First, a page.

"Cecelia's presentation "Non-Community: Why Community Organizing Fails" demonstrated the unfortunately common failures of community activism when it operates within a colonial mindset. Her presentation was informative to the audience, many of whom considered themselves to be social-justice minded, outlining new ways to organize that center the needs and voices of marginalized people. Cecelia brought together analyses on community organizing from various perspectives while treating the issue with sincerity, creativity, and her charming sense of humor." – Sam S., Cornell University, Education Chair at Watermargin Cooperative
“I invited Cecelia to speak at Ohio State University in November 2014 as a part of our Native American Heritage Month celebration. She presented on Two Spirit Identity and implemented an interactive writing workshop in which students were provided with space to creatively express their identity and the challenges that it may present. This event not only attracted members of the Native American community at Ohio State, but also students and alumni from a number of varying social identities, which provided for an incredibly intercultural environment. As a Two-Spirit Ojibway/Métis Matriarch, Cecelia brings a unique and enriching perspective to the work of social justice and decolonization.” – Melissa Beard Jacob, The Ohio State University, Intercultural Specialist – American Indian/Indigenous Student Initiatives, Office of Student Life Multicultural Center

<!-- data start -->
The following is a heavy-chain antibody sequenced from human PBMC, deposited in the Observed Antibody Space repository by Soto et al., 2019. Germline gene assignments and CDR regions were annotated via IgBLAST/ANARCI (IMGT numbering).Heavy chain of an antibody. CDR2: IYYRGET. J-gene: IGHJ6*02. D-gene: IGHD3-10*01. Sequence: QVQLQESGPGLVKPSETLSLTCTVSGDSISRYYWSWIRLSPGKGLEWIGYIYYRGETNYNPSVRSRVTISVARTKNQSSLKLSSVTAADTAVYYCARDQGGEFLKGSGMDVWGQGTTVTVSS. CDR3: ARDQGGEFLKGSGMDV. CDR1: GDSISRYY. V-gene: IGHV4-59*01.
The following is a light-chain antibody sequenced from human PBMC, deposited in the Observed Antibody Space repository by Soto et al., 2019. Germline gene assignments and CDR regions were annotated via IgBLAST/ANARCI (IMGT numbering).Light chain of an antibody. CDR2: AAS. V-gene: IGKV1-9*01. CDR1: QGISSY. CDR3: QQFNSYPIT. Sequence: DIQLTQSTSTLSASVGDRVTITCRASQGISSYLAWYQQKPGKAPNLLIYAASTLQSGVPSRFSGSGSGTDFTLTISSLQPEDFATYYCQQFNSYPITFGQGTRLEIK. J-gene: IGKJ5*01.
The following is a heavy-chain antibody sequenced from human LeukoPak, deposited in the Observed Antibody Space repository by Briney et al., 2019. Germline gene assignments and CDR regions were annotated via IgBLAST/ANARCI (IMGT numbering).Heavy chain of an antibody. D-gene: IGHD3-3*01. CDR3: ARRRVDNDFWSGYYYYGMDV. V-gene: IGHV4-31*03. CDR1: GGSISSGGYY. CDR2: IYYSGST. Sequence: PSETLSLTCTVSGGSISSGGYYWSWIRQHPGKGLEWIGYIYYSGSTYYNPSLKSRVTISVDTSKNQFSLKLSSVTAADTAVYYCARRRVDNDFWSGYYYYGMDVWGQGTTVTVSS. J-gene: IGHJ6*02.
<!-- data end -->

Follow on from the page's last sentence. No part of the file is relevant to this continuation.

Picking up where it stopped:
SAMPLE PAST PRESENTATIONS & PROJECTS
- Presenter & Poetry Workshop – "Decolonization Through Poetry" at Native American Critical Issues Conference, Marquette, MI, March 2017
- Presenter – "Decolonization of Water Issues from an Anishinaabe Perspective" at Cornell University, Ithaca, NY, November 2016
- Presenter – "Non-Community: Why Community Organizing Fails" at Cornell University, Ithaca, NY, April 2016 (virtual presentation via Skype)
- Women's History Month Speaker & Poetry Workshop – "Matriarchal Ancestors: Ojibway Women as Leaders and More" at Morehead State University, Morehead, KY, March 2016
Lead Community Organizer – "Healing Stories Project on Racial Equity in the Keweenaw Bay Indian Community" – Michigan Roundtable for Diversity and Inclusion, Anishinaabe Aki, September 2014 – June 2015